01 July 2014
What GFIP phase II might mean
June was a bad public relations month for road agency SANRAL. The Advertising Standards Authority announced that no less than three complaints against SANRAL's advertising had been upheld and that the adverts should be withdrawn, and then there was a nasty tangle in the Western Cape over people living illegally on SANRAL land who were evicted in controversial circumstances.
And then SANRAL vehicles started to appear at roadblocks around Gauteng. This unleashed yet another wave of negative sentiment from motorists, angered over what they saw as heavy-handedness. We don't think the negative news will stop any time soon, because SANRAL's hand will surely be forced into prosecuting e-toll non-payers – it is the only avenue left to them, since the information released in answer to Parliamentary questions clearly shows that motorists are not paying. What hangs in the balance is whether even a successful prosecution will have the desired effect. Will it persuade enough additional motorists to pay? Or will it inflame negative sentiment further? The AA has long held that the e-tolling system was incorrectly planned and launched, and the widespread view is that it is not a system the public wants or supports. To proceed with prosecutions over this unpopular system could easily backfire and we feel that the correct way to handle the situation is to simply admit defeat and revert to more cost-effective and uncontroversial ways of funding roads. This decision should be taken now, because the original map of the Gauteng Freeway Improvement Project shows even more toll roads are planned. These are for GFIP Phase 2 and with the public's current mood over e-tolling, it's doubtful any new tolls will be received positively. Incoming Gauteng premier, David Makhura appeared to recognise this in his State of the Province speech in the last week of June. But if the 'review panel' he plans to set up to examine e-tolls doesn't finally take account of the wishes of Gauteng residents (and their overwhelming opposition to e-tolls), there will be bad news on the horizon.
For, if GFIP Phase 2 goes ahead as planned in its original format, it is likely the N14 will be tolled from Krugersdorp to its intersection with the N1 possibly all the way into Pretoria.. New-build toll highways are also planned, the PWV5 outer Johannesburg ring road and the PWV9 north-south corridor which will parallel the current M1 to its West. What's not clear is whether they will replace roads which currently exist on those alignments, namely Olifantsfontein Road in the case of the PWV5 and William Nicol Road in the case of the PWV9. If replacement is what is envisaged, not only will mobility within Gauteng be further restricted to toll roads, but existing alternatives which are used by tens of thousands of people on a daily basis will be removed.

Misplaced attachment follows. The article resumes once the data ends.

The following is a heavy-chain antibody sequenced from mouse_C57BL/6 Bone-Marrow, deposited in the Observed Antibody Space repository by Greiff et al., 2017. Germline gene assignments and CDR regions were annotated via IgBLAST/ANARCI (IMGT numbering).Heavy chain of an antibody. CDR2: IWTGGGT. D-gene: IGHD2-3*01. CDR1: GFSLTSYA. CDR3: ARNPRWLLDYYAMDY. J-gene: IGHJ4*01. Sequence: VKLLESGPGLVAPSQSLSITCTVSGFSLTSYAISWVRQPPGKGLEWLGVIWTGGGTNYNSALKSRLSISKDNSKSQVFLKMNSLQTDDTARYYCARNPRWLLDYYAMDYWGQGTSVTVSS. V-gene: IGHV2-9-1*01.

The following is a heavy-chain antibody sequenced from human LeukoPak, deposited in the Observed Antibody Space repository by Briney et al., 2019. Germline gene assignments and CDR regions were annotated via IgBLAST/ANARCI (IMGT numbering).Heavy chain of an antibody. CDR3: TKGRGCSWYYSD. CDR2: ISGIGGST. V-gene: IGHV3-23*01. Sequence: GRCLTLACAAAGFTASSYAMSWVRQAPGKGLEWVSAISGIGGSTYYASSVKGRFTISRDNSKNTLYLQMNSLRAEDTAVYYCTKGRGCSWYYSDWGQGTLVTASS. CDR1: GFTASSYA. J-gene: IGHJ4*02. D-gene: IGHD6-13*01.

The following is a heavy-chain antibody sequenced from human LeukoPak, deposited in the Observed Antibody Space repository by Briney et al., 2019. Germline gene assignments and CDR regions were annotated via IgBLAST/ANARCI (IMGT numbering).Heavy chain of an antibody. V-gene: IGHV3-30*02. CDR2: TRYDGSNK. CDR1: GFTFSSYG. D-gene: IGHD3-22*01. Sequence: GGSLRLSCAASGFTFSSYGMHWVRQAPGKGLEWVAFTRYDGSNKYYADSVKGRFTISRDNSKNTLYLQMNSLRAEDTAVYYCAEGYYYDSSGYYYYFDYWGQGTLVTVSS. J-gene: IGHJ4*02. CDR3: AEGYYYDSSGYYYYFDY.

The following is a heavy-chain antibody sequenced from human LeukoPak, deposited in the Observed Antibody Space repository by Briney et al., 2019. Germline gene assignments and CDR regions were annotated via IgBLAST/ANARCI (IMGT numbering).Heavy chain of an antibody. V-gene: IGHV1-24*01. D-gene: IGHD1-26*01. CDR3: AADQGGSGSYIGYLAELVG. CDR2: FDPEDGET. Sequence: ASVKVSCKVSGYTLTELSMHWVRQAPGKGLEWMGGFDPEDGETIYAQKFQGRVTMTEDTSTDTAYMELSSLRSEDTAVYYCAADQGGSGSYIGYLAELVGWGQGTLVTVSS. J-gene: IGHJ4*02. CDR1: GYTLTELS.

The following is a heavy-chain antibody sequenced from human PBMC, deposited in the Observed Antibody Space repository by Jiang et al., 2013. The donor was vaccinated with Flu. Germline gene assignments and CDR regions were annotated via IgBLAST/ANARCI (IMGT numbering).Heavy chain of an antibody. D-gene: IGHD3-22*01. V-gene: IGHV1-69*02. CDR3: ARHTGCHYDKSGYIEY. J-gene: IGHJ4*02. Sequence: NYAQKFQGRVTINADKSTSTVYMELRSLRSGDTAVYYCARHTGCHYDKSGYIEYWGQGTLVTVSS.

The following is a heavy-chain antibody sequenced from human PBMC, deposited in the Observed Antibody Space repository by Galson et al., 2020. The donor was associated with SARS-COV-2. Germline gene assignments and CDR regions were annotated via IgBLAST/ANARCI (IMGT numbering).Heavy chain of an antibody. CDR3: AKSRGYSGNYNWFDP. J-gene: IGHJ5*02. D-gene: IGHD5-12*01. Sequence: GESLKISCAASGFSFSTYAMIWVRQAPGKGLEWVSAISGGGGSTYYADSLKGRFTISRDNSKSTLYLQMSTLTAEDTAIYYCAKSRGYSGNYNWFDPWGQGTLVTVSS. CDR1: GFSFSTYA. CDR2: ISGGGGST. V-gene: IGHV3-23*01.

Before all this happens, SANRAL will have to consult, but it's their version of consultation which has us worried. Only 27 responses were received by SANRAL in 2007 in respect of the original Gauteng Freeway Improvement Project, one of which was from the AA. This low response rate shows that the public didn't realise what was on the horizon, but SANRAL nonetheless bulldozed ahead. It was only in 2011, when the actual toll fees were announced, that a massive public outcry forced SANRAL to backtrack, and it was then made clear that consultation is not taken as valid if the public weren't clearly told what they were being asked to agree to. A 'steering committee' (consisting solely of people in government and SANRAL) announced reduced toll fees, and when that didn't calm the public temperament, a series of after-the-fact public consultation meetings were held at which the public again rejected e-tolling of Gauteng's highways. Over 12 000 public submissions were received when SANRAL proposed the e-tolling regulations – these submissions have not been released for public scrutiny, but we'd be prepared to wager they were largely opposed. This situation was a mirror image of SANRAL's shambolic 'consultation' process years earlier when it proclaimed the N4 to Witbank as a toll road. The process was later declared invalid in court, but SANRAL continues to be able to extract tolls from motorists travelling on the N4 due to a legal technicality involving traffic signs at the toll gates.
To date, SANRAL has only consulted to satisfy the letter of the law rather than to discover the wishes of the people and this was also evident in the interdict granted against them in the Cape Winelands toll project – the consultation was inadequate and SANRAL is now attempting to prevent the very documents which they say justify their case from being released. And we believe this is yet again going to be the pattern if SANRAL attempts to implement GFIP Phase II as a toll project. The consultation process will likely be perfunctory, the Minister of Transport will provide the rubber stamp, and the public will be up in arms at losing yet more of Gauteng's arterials to an expensive and unpopular system, especially since Gauteng's taxpayers already contribute more than half of the total personal income tax collected by SARS in South Africa
But we do believe there is a way to counter this scenario and that is, very simply, for each and every AA Member to object when the time comes. SANRAL can and did ignore 27 objectors initially. It also ignored 52 000 signatories to an AA petition objecting to the tolls handed to the Ministers of Finance and Transport in 2011. But if it ignores hundreds of thousands of objections from AA Members, we will have the final proof that government is committed to tolling at all costs despite its known inefficiencies versus, say, the fuel levy or general taxation. And at that point, the question will be: why?